At UW, Cantwell Urges Congress to Act on New Bill to Decrease Student Debt
Cantwell hears from Washington state students, one graduate says ‘I have a mortgage but no home’
SEATTLE – Today, during a student roundtable at the University of Washington, U.S. Senator Maria Cantwell (D-WA) called on Congress to pass legislation that would lower the borrowing costs for 25 million college graduates with student loan debt. The Senate is expected to vote on that legislation, S. 2432, this week. Cantwell is a cosponsor of the bill.
During the roundtable, a group of Washington college students told Cantwell that they’re worried about how student loan debt will affect their futures and that they hope to see help from Congress in easing their debt burden.
“This is one of the key issues we should be dealing with today – driving down the costs of higher education. We can’t have people coming out of college with student loans the size of mortgages” Cantwell said. “Student loan debt is a drag on our economy. How are these students going to be able to save for cars or houses if they’re paying off student loan debt well into their working days? By refinancing their student debt, these students might be able to save thousands of dollars.”
This weekend, President Barack Obama announced his support for S. 2432, which would allow borrowers who have both federal and private undergraduate loans with high interest rates to refinance at today’s lower rates of as low as 3.86 percent, with no refinancing fees. The Senate will vote on the bill next week. Under the new bill, a student with $30,000 in debt and a 6.8 percent interest rate would save about $5,000 by refinancing to the lower rate of 3.86 percent.
Cantwell heard Sunday from 13 current and former students from University of Washington and other Washington colleges and universities about the debt they are facing. Some students reported taking out loans for $50,000 to $180,000 to finance their education.
“I have a mortgage, but no home,” said Logan Bahr, a 2011 graduate of Central Washington University who is paying off public and privately issued loans and would benefit from the legislation. “I pay the same amount that I pay for rent to my loan companies.”
As the costs of higher education increase, Americans have seen their outstanding college loan debt quadruple in the last decade to about $1.2 trillion. That forces graduates to put off other purchases such as homes or cars, or endeavors such as starting their own business.
Some students said they wished they’d had better information and education about the terms of their loans. Ada Waelder, a University of Washington senior studying political science, said working 60 hours a week during the summer barely put a dent in her student loans. “Right now all I do is pay interest. I haven’t even touched the original amount I took out. It’s a lot to process,” she said.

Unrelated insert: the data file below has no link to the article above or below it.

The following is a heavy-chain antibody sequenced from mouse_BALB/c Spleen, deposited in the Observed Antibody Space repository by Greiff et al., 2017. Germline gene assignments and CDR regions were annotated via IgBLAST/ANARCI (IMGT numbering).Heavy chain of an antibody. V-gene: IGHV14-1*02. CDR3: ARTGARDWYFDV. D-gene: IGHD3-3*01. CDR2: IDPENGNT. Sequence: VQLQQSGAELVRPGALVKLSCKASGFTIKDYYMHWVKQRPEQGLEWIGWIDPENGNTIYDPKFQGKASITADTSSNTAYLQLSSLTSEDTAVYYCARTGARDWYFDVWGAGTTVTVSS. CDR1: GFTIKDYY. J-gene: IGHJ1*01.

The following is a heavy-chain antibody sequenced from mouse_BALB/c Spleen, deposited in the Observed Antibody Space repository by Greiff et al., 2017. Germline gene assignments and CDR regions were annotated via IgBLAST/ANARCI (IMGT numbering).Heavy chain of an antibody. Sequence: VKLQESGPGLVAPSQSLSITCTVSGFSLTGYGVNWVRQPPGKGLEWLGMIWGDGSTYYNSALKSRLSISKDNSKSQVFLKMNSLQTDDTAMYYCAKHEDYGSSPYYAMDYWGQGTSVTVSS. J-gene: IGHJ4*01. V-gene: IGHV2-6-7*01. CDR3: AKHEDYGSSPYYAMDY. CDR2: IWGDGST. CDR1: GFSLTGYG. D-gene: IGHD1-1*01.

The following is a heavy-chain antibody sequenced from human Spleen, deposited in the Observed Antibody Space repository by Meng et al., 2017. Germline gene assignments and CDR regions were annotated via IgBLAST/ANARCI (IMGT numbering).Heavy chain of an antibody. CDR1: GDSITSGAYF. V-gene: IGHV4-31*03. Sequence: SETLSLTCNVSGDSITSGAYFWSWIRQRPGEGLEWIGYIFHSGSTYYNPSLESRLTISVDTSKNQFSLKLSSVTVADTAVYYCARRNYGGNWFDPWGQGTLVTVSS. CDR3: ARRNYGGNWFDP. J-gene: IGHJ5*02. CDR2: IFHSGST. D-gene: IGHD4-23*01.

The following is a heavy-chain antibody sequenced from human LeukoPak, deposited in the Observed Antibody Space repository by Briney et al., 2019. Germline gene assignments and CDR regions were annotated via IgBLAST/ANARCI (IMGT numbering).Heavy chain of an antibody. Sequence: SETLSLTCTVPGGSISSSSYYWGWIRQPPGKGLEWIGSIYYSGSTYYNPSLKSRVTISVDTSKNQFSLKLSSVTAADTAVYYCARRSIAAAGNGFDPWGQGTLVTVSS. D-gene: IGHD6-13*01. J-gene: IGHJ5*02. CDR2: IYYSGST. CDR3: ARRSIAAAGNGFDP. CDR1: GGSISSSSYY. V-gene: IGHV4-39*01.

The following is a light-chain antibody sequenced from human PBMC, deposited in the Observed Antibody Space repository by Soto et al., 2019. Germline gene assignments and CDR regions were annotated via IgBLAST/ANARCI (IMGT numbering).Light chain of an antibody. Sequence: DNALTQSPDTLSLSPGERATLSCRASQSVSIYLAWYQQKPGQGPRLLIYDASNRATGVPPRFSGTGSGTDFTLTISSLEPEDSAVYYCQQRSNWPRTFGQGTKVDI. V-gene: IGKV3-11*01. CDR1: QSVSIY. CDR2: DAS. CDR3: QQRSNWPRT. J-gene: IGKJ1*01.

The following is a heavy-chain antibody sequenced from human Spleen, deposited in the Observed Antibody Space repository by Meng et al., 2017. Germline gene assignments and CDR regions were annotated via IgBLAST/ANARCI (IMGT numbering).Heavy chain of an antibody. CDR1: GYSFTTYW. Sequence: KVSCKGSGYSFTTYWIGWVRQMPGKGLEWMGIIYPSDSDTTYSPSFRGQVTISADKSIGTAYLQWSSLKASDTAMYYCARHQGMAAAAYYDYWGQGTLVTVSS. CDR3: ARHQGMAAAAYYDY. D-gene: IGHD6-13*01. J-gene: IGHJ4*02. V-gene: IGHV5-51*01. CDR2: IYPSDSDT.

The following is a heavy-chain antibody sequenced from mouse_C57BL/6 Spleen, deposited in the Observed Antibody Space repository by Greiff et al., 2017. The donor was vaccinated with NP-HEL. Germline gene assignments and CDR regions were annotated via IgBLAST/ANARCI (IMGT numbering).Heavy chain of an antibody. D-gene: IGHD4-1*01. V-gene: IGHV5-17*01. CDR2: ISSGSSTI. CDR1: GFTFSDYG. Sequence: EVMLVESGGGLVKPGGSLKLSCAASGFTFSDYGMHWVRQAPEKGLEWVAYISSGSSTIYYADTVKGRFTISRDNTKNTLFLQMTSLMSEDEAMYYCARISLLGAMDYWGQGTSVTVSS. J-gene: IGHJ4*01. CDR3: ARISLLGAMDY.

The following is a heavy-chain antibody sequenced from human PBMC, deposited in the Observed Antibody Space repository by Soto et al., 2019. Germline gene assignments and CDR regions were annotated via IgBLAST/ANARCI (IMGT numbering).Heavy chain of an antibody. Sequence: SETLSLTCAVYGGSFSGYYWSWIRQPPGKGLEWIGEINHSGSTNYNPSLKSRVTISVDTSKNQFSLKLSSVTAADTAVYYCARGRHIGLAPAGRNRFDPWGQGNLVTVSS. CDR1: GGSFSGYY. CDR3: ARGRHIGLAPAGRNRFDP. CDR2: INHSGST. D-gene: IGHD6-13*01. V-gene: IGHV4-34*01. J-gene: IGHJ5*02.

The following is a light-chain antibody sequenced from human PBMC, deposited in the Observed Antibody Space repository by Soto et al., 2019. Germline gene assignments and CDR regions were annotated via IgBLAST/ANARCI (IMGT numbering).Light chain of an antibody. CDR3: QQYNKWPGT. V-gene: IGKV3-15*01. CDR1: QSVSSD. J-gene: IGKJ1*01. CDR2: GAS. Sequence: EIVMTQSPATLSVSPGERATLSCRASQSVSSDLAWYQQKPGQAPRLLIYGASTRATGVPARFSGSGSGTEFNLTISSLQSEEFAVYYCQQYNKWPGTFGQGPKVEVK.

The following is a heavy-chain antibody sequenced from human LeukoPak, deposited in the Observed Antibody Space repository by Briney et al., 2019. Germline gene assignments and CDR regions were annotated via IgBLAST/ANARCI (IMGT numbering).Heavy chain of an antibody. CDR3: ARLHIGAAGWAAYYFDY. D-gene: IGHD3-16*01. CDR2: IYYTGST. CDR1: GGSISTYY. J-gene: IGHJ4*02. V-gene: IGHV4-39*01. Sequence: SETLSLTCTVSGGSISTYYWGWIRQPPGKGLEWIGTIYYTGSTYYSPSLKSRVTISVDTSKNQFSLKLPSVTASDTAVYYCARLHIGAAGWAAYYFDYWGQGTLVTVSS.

The Obama administration also plans to address mounting student loan debt. The President announced this week plans to sign an executive order that would expand a law preventing graduates from having to pay no more than 10 percent of their income on student loan payments so the law would apply to loans issued before the it took effect in 2007.
Cantwell also was the commencement speaker at Shoreline Community College on Sunday, where she addressed the issue of student loan debt.
In Washington state, graduates of four-year institutions had an average student debt load of $23,293. That represents a 22 percent increase from 2008. The average student loan debt nationally is $29,000, with 70 percent of graduating seniors carrying public or private debt.
A UW student body working group released a report this week highlighting how UW students struggle to keep up with increasing education costs. The average student paying in-state tuition would have to work 54 hours per week for a full year to afford the full education costs of a year at UW, according to the report. The cost of a full school year for 2013-14 was $27,034, which included tuition, and the costs of room, board, supplies, and transportation.
Michael Kutz, president of the Associated Students of the University of Washington, said financial stress is the most cited reason for students visiting the campus counseling center. “Student loan debt is a national problem but it’s also having some significant local impacts,” he said.
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